Albendazole and its metabolites in the breast milk of lactating women following a single oral dose of albendazole
Version of Record online: 10 AUG 2009
© 2009 The Authors. Journal compilation © 2009 The British Pharmacological Society
British Journal of Clinical Pharmacology
Volume 68, Issue 5, pages 737–742, November 2009
How to Cite
Abdel-tawab, A. M., Bradley, M., Ghazaly, E. A., Horton, J. and El-Setouhy, M. (2009), Albendazole and its metabolites in the breast milk of lactating women following a single oral dose of albendazole. British Journal of Clinical Pharmacology, 68: 737–742. doi: 10.1111/j.1365-2125.2009.03524.x
- Issue online: 6 NOV 2009
- Version of Record online: 10 AUG 2009
- Received 14 July 2008Accepted31 July 2009
- albendazole sulphoxide;
- breast milk;
WHAT IS ALREADY KNOWN ABOUT THIS SUBJECT
• Albendazole is used in several anthelminthic drug programs.
• It may be necessary to include sectors of the community (such as breastfeeding women) not previously involved in community or clinical programmes (e.g. filariasis, hydatid disease) to achieve a reasonable level of elimination of the worm.
• However, there are no studies in which the amount of the drug and/or its metabolites in the milk of lactating women was analysed, so as to assess the possible exposure of the breastfed infant.
WHAT THIS STUDY ADDS
• In the present study, the concentrations of albendazole and its active metabolite (albendazole sulphoxide) were analysed in the milk of lactating women through 36 h after administration of a single (400 mg) oral dose of albendazole.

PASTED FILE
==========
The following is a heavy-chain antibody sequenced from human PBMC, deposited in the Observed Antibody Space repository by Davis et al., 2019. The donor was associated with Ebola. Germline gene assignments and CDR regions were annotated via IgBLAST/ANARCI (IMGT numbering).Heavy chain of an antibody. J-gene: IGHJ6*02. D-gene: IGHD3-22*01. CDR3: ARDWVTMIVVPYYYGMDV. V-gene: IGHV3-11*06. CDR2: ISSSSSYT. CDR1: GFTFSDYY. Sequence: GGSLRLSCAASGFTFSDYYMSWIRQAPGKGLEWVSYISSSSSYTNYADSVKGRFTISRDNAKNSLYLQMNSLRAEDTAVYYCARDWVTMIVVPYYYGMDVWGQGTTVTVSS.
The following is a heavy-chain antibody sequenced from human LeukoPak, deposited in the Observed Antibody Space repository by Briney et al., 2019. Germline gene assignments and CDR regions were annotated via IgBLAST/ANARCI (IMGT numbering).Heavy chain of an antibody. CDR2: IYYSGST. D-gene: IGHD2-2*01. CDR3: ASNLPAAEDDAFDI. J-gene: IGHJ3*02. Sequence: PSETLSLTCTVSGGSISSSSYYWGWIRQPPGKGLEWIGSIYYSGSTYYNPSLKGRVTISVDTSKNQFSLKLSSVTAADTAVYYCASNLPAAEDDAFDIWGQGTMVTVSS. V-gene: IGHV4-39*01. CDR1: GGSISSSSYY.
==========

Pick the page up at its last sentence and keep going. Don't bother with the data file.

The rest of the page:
• Albendazole was barely secreted in milk as such.
• On the other hand, albendazole sulphoxide was analysed through the 36 h of the study, and it was concluded that albendazole and albendazole sulphoxide attain levels in breast milk that are unlikely to be considered harmful for the breastfed infant.
• These findings would help in deciding whether to involve breastfeeding mothers in albendazole mass drug administration programmes.
Albendazole (ABZ) is used in several anthelminthic drug programmws. ABZ side-effects are generally mild, but ABZ-induced pancytopenia may be serious. In filariasis programmes, it may be necessary to administer ABZ to breastfeeding women. Few data are available on safety of ABZ for breastfed infants. In addition, the pharmacokinetics of ABZ and its metabolites in human milk is insufficiently investigated. The aim was to study pharmacokinetics of ABZ and its metabolites [ABZ sulphoxide (ABSX) and ABZ sulphone] in the breast milk lactating women after one single oral dose of ABZ.
Thirty-three lactating women (age 18–40 years) participated in the study. They received a single oral 400-mg dose of ABZ. Five milk samples were taken at 0, 6, 12, 24 and 36 h. One serum sample was taken after 6 h. Samples were analysed using high-performance liquid chromatography and pharmacokinetic analysis was performed.
ABZ was detectable in milk samples 6 h after the oral dose. The mean concentration of serum ABZ was 63.7 ± 11.9 ng ml−1. The pharmacokinetic parameters for ABSX were calculated as follows: 351.9 ± 32.4 ng ml−1, 6.9 ± 0.5 h, 12.4 ± 2.2 h and 5190.3 ± 482.8 ng*h ml−1 for Cmax, Tmax, t½ and AUC0–36, respectively. The milk-to-serum ratios (range) for ABZ and ABSX were 0.9 (0.2–6.5) and 0.6 (0.1–1.5), respectively.
After an oral dose of 400 mg, ABZ and ABSX attain low concentrations in breast milk that are unlikely to be considered harmful for the breastfed infant.